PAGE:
Thursday, July 28, 2011
And while we are on the subject of Pope Leo XIII, Evangelical Catholicism, and church-state relations, well understood, it is well worth reading John Courtney Murray's paper, "Leo XIII: Separation of Church and State":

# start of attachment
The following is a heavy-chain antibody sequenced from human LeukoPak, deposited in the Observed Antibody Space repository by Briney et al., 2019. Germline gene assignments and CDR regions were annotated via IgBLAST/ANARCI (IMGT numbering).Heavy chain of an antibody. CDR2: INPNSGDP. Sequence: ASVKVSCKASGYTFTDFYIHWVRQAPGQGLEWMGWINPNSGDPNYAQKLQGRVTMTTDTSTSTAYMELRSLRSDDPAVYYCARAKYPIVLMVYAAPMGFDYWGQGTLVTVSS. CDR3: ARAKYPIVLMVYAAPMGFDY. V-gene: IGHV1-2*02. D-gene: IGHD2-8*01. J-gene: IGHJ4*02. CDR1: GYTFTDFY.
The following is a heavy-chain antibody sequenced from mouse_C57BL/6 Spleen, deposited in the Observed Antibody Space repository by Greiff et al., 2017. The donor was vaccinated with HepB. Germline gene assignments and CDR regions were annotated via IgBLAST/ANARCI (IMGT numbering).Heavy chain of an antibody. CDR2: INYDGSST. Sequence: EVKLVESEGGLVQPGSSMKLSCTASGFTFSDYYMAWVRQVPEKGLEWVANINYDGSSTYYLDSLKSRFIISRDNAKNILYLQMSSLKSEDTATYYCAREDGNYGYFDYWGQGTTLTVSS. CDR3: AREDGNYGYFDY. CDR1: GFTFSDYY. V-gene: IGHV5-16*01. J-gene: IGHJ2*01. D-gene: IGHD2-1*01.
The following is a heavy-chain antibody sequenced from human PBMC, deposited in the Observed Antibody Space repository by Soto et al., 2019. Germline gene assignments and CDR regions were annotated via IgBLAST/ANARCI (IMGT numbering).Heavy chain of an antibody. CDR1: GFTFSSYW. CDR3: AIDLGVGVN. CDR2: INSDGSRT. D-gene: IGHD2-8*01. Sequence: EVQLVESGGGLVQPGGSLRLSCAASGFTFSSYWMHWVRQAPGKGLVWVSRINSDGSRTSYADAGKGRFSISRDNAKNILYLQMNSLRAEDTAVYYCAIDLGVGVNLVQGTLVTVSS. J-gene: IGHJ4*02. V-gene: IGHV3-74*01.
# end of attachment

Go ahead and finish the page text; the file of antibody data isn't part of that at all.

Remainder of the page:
Leo XIII developed the theory and practice of Church-State relationships amid the conditions created by the peculiar nineteenth-century plight of the so-called Catholic nations of Europe and Latin America. The major feature of the situation consisted in the efforts of an activist ideological sect to effect, through the control and use of governmental power, the politico-social change known as "separation of Church and state." This current phrase was pregnant both of an ideology and of a political and social program. It meant, first, the alteration of the Christian structure of politics, which had been characterized by the traditional duality of Church and state, in the direction of a juridical and social monism. It meant, secondly, the evacuation of the Christian substance of society through the establishment of a surrogate political religion which went by the name of "laicism." The first subject of the present article is separation of Church and state in this pregnant sense, which is the sense in which Leo XIII understood the thing. . . .